Returning to Berlin

I’ve said it before in my Paris v. Berlin post, and I’ll say it again. To travel to Berlin is to be inspired – creative minds flock to Berlin. I made sure to again return to Berlin and explore all the history, innovation, and art in every form.

Everyone, from every walk of life, can be found on the streets of Berlin. The sidewalks are shared by blue-haired punk-rockers, young German yuppies in suits, dreadlocks, piercings, covered in tattoos, the elderly in grayscale simple clothes, fashionistas, big thick framed glasses. It is an organic city – filled with thinkers and alive with new opportunities. Berlin is a city in transition, a city regaining an identity after its long, turbulent history. It is a city where people can have an impact, and where people go to impact.

The Berlin Wall fell in 1989 and the city seems to be in constant flux since. For 28 years, Berliners were heavily controlled, and now – Berliners control themselves. The pendulum of history has swung from the tightly controlled Berlin under the Third Reich and the Soviets and is now on the opposite side of the spectrum of total and absolute freedom of expression.

Graffiti covered nearly every square inch of the city, but the graffiti in Berlin has an identity that is entirely different from the graffiti you see in other large cities. Often, especially in times of economic struggle, graffiti marks a city as a desperate cry for political reform or covers buildings as a testament of outrage. Berlin graffiti is not vandalism, it is true art: surrealist paintings, incredible 3D images, and poignant political statements. City streets are like walking through a museum with the artists walking right next to you.

Berlin is a blank canvas, a massive blank canvas, with endless space for people to create and leave their mark. That is what Berliners do – create, and then create again. Think, and then think some more. Another artist covers one person’s graffiti art, and the endless cycle of creativity ensue. The graffiti in Berlin is just a small snapshot of the giant web of creativity and ideas that define the city. Ideas are almost self-destructive in Berlin – one idea leads to another and everything changes, rapidly. The Berlin you saw yesterday is not the same Berlin you see today.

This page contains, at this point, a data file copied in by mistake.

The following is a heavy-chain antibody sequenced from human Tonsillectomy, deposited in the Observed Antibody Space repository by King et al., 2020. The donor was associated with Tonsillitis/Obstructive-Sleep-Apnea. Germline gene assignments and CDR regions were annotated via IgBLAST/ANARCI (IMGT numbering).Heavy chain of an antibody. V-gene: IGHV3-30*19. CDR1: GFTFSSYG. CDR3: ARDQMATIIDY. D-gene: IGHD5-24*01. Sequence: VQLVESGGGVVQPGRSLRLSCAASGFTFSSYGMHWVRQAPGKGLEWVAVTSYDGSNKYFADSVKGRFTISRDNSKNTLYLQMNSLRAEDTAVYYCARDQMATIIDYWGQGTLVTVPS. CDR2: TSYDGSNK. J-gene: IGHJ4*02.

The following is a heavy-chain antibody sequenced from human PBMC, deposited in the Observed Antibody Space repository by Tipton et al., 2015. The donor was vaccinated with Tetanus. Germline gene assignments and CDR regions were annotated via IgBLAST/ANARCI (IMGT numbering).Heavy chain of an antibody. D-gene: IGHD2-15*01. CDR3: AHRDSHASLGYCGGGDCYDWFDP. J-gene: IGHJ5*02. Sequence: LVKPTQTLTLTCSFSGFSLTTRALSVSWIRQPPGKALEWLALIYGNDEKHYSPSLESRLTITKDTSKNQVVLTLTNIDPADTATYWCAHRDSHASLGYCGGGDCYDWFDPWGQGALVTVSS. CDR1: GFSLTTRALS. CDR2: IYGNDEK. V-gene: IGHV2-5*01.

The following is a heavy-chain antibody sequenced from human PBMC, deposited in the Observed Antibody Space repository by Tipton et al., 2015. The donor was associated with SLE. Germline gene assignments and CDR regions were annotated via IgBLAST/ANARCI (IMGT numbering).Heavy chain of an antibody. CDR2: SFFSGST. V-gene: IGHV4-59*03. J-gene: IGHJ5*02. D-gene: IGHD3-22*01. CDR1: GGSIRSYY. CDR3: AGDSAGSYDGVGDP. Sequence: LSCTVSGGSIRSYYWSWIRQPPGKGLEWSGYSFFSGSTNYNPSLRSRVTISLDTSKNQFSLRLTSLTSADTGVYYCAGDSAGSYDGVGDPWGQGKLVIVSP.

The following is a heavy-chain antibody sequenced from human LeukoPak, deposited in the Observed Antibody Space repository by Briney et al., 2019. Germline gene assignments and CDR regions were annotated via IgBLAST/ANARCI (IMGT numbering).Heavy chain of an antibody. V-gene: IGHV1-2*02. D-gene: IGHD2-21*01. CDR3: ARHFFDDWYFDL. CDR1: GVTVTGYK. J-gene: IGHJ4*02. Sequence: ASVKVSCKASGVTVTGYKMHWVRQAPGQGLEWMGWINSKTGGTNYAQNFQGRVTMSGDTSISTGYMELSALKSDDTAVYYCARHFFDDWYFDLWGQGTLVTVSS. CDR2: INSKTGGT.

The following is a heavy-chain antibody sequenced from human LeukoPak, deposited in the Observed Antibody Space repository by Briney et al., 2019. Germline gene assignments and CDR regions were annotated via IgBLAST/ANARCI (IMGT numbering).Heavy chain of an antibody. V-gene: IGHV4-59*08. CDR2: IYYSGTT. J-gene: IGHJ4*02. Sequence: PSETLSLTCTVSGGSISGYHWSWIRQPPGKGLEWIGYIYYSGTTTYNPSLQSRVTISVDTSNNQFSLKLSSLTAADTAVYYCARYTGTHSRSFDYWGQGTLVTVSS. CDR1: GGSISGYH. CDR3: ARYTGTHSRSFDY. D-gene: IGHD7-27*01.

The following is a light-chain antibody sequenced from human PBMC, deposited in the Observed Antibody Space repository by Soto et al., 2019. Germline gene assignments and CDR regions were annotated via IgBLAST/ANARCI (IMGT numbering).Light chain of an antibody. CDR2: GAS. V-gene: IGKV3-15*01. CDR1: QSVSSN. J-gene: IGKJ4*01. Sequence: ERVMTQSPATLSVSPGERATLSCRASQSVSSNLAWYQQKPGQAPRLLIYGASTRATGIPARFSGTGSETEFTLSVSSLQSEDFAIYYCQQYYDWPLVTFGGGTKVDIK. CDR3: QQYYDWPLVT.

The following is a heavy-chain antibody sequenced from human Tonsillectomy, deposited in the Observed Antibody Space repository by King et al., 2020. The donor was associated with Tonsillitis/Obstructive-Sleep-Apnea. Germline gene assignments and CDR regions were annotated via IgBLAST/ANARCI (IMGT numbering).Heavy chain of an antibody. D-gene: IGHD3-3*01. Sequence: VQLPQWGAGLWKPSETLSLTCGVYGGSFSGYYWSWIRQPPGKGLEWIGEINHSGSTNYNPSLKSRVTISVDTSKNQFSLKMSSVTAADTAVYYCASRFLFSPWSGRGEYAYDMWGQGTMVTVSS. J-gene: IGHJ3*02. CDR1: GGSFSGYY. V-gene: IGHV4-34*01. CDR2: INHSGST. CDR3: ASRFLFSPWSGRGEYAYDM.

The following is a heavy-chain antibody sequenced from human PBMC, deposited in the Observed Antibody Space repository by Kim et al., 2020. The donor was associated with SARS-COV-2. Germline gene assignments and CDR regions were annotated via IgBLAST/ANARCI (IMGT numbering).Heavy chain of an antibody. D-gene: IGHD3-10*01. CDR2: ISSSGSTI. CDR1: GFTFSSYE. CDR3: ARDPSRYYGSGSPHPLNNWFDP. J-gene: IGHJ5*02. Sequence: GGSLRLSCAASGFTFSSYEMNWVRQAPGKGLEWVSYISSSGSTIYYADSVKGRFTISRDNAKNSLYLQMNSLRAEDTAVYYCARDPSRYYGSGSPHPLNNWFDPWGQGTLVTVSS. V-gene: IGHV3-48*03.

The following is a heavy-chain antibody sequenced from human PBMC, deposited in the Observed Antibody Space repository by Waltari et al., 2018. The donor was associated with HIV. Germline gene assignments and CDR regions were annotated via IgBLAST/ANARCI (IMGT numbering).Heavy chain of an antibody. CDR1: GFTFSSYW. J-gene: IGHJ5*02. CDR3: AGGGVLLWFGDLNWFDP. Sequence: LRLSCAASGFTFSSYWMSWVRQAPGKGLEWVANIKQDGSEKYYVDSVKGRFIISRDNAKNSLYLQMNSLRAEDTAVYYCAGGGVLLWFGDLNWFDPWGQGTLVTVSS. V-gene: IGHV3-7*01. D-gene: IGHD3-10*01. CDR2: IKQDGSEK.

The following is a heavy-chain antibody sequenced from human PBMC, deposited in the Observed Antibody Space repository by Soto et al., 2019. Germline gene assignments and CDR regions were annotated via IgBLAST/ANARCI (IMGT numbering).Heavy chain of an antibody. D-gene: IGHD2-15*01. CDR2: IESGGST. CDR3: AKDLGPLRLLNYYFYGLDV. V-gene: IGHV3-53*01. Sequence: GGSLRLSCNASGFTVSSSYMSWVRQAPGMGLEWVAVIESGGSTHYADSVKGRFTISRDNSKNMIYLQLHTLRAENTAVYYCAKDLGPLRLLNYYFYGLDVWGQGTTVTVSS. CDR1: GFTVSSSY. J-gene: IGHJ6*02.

The openness of ideas in Berlin is a direct response to the Berlin Wall. East Germany is still regaining an identity. While history might be the catalyst behind the now creative identity of the city, the prices make it possible. Berlin is unbelievably cheap. Housing prices are student affordable, and a nice meal won’t cost more than 4 Euros. This insanely affordable city attracts people from all over the world, and these ex-patriots quickly become Berliners. There is no definition of a Berliner; the Berlin community is like an island of misfit toys that, taken as a whole, have a bizarre but welcoming charm.

If you want to open a business – head to Berlin, real estate is affordable. If you want to sit in a cafe and think with other intellectuals – you can do so on every street corner of Berlin. If you want to visit a destination that is perfect for young travelers on a budget…Berlin. Students, entrepreneurs, artists, thinkers, lovers of ideas, creativity addicts and impactors – Berlin is your city.